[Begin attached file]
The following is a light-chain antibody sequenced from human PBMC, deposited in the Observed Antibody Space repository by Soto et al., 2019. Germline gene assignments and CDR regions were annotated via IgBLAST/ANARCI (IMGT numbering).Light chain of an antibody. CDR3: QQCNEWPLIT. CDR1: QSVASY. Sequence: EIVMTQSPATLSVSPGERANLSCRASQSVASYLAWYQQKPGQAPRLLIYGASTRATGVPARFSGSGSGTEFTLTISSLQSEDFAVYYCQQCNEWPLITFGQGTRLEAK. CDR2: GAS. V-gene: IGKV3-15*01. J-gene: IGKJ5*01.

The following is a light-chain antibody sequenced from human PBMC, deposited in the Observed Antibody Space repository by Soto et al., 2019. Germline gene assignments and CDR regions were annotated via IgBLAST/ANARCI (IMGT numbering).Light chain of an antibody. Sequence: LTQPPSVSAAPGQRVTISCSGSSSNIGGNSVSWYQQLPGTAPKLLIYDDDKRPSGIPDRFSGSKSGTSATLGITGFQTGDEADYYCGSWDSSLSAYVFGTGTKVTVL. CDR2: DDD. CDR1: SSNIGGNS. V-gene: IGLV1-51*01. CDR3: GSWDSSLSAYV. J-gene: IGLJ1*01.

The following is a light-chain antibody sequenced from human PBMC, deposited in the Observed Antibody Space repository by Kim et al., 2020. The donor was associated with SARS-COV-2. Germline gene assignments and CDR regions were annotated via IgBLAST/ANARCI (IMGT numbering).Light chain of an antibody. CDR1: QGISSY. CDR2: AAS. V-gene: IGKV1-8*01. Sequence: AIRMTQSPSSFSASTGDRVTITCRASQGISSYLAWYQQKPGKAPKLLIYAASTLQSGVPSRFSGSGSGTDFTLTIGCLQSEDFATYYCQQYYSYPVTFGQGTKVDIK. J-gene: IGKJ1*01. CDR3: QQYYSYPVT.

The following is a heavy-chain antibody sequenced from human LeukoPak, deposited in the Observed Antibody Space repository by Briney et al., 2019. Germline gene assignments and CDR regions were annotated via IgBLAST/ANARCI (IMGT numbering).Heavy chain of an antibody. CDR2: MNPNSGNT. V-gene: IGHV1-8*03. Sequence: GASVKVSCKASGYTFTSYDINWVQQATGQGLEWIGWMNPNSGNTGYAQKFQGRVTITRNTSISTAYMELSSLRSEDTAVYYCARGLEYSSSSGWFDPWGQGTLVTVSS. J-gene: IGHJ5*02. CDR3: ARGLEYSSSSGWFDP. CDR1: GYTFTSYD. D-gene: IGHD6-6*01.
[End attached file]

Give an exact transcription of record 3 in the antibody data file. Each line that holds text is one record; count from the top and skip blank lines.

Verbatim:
The following is a light-chain antibody sequenced from human PBMC, deposited in the Observed Antibody Space repository by Kim et al., 2020. The donor was associated with SARS-COV-2. Germline gene assignments and CDR regions were annotated via IgBLAST/ANARCI (IMGT numbering).Light chain of an antibody. CDR1: QGISSY. CDR2: AAS. V-gene: IGKV1-8*01. Sequence: AIRMTQSPSSFSASTGDRVTITCRASQGISSYLAWYQQKPGKAPKLLIYAASTLQSGVPSRFSGSGSGTDFTLTIGCLQSEDFATYYCQQYYSYPVTFGQGTKVDIK. J-gene: IGKJ1*01. CDR3: QQYYSYPVT.